Smyth, John (1991) International Perspectives on Teacher Collegiality: a labour process discussion based on the concept of teachers’ work. British Journal of Sociology of Education, 12 (3). pp. 325-346. ISSN 0142-5692Metadata only available from this repository.
Broadly defined as teachers conferring and collaborating with other teachers, collegiality is becoming something of a new orthodoxy so far as educational policy makers are concerned. The implicit presumption behind such schemes as those of the ‘lead teacher’ programmes in the USA (and its derivatives in other countries) is that the team concept has the potential to unleash the kind of teacher creativity necessary to produce the kinds of educated labour required for economic recovery. This paper argues that this approach is flawed in that it takes scant account of teachers’ preparedness, or otherwise, to engage in the forms of contrivance and shallow participative pretence being suggested. Drawing on international literature the paper argues that as a policy option collegiality may appear to satisfy the requirement of accessing teachers’ knowledge and understanding, but it falls far short of being the effective mechanism touted in some quarters for educational and economic revitalisation.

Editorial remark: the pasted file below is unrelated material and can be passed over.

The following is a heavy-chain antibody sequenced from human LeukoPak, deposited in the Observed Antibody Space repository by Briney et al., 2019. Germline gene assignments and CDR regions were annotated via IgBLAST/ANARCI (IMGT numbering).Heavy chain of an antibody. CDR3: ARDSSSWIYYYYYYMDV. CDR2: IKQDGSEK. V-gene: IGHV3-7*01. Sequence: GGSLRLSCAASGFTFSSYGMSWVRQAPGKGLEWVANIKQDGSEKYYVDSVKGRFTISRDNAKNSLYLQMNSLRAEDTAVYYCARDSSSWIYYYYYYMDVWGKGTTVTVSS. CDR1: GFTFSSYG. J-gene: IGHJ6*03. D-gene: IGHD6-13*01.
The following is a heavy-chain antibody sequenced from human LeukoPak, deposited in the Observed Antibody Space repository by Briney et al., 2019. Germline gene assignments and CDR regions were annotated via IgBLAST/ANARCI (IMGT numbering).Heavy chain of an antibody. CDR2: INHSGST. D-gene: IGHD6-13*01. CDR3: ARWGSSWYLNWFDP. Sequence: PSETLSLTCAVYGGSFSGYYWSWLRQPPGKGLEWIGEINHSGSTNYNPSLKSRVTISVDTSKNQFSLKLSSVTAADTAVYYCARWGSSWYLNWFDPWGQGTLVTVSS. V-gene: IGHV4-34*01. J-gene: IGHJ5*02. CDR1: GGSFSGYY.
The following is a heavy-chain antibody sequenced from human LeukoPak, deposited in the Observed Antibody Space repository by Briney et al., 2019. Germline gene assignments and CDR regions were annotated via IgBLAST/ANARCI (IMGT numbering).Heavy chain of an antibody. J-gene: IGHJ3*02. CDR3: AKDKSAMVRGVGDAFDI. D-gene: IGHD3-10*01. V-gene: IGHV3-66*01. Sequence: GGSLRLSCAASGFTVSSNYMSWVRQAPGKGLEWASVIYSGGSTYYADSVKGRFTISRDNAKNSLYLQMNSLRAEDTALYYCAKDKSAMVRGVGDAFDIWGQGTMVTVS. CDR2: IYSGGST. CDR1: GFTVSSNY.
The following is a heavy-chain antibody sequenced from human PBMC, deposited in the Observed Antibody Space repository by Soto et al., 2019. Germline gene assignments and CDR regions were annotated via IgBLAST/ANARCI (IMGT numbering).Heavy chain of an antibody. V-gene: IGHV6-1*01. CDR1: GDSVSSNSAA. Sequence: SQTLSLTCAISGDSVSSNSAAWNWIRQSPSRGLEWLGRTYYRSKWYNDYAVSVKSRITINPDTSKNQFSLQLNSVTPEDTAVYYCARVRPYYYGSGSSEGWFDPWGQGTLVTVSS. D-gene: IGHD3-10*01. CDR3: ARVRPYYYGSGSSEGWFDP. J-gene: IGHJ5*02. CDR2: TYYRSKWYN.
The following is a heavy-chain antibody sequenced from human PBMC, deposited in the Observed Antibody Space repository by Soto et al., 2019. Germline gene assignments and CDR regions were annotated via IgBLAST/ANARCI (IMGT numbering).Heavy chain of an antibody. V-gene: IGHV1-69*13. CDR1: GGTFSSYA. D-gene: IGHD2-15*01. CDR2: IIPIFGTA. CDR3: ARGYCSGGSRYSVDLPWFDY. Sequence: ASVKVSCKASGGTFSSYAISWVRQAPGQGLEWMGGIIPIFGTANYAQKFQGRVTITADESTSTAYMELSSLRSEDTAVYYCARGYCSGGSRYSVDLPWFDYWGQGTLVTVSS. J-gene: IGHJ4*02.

|Subjects:||L Education > L Education (General)|
|Schools:||School of Education and Professional Development|
|Depositing User:||Elizabeth Boulton|
|Date Deposited:||14 Apr 2015 11:14|
|Last Modified:||14 Apr 2015 11:14|
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